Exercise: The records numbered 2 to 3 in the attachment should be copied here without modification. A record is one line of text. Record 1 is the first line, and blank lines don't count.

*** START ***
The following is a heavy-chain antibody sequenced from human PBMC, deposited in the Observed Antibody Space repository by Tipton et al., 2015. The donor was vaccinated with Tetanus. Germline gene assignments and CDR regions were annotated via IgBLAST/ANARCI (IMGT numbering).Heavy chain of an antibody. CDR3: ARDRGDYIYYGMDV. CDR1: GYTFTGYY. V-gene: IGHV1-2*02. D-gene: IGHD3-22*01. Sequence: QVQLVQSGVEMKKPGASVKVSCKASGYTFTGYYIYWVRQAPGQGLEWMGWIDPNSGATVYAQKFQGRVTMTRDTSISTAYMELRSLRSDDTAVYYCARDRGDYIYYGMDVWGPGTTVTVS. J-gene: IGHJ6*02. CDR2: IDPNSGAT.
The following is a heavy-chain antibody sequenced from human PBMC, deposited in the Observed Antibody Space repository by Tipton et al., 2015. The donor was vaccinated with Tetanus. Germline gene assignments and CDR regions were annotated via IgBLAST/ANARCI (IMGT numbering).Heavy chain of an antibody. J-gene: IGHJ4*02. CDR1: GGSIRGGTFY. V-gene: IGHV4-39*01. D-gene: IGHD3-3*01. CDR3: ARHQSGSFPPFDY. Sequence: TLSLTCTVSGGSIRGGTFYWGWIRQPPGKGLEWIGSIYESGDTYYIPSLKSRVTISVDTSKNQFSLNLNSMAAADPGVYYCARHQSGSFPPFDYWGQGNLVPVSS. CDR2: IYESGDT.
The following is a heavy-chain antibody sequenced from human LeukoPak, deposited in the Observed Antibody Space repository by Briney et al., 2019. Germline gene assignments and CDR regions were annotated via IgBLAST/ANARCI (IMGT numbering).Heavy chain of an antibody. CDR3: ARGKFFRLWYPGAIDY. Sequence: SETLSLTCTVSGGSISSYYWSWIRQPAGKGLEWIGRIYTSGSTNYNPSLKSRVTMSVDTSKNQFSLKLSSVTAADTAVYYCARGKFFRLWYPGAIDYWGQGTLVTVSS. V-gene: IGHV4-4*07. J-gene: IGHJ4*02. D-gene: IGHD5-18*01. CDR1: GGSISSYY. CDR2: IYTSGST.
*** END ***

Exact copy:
The following is a heavy-chain antibody sequenced from human PBMC, deposited in the Observed Antibody Space repository by Tipton et al., 2015. The donor was vaccinated with Tetanus. Germline gene assignments and CDR regions were annotated via IgBLAST/ANARCI (IMGT numbering).Heavy chain of an antibody. J-gene: IGHJ4*02. CDR1: GGSIRGGTFY. V-gene: IGHV4-39*01. D-gene: IGHD3-3*01. CDR3: ARHQSGSFPPFDY. Sequence: TLSLTCTVSGGSIRGGTFYWGWIRQPPGKGLEWIGSIYESGDTYYIPSLKSRVTISVDTSKNQFSLNLNSMAAADPGVYYCARHQSGSFPPFDYWGQGNLVPVSS. CDR2: IYESGDT.
The following is a heavy-chain antibody sequenced from human LeukoPak, deposited in the Observed Antibody Space repository by Briney et al., 2019. Germline gene assignments and CDR regions were annotated via IgBLAST/ANARCI (IMGT numbering).Heavy chain of an antibody. CDR3: ARGKFFRLWYPGAIDY. Sequence: SETLSLTCTVSGGSISSYYWSWIRQPAGKGLEWIGRIYTSGSTNYNPSLKSRVTMSVDTSKNQFSLKLSSVTAADTAVYYCARGKFFRLWYPGAIDYWGQGTLVTVSS. V-gene: IGHV4-4*07. J-gene: IGHJ4*02. D-gene: IGHD5-18*01. CDR1: GGSISSYY. CDR2: IYTSGST.